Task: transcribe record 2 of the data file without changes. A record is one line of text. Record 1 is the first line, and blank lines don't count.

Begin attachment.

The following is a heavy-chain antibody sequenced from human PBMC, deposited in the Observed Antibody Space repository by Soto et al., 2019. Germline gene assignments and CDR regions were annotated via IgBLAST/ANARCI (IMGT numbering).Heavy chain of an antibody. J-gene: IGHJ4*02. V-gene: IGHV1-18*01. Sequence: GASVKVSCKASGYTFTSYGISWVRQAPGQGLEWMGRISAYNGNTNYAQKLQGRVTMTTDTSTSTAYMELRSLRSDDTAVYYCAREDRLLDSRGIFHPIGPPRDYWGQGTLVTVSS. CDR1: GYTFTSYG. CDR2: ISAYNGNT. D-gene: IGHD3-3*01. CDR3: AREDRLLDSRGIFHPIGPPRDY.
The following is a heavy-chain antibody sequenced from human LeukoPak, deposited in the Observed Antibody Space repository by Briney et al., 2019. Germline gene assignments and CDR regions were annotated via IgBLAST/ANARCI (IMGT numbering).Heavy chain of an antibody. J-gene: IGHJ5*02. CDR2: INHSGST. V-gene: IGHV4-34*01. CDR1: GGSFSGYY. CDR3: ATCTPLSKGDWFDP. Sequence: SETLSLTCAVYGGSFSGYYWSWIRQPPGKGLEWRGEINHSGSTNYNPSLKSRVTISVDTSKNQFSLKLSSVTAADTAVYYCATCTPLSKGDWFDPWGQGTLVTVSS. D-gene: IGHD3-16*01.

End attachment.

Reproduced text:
The following is a heavy-chain antibody sequenced from human LeukoPak, deposited in the Observed Antibody Space repository by Briney et al., 2019. Germline gene assignments and CDR regions were annotated via IgBLAST/ANARCI (IMGT numbering).Heavy chain of an antibody. J-gene: IGHJ5*02. CDR2: INHSGST. V-gene: IGHV4-34*01. CDR1: GGSFSGYY. CDR3: ATCTPLSKGDWFDP. Sequence: SETLSLTCAVYGGSFSGYYWSWIRQPPGKGLEWRGEINHSGSTNYNPSLKSRVTISVDTSKNQFSLKLSSVTAADTAVYYCATCTPLSKGDWFDPWGQGTLVTVSS. D-gene: IGHD3-16*01.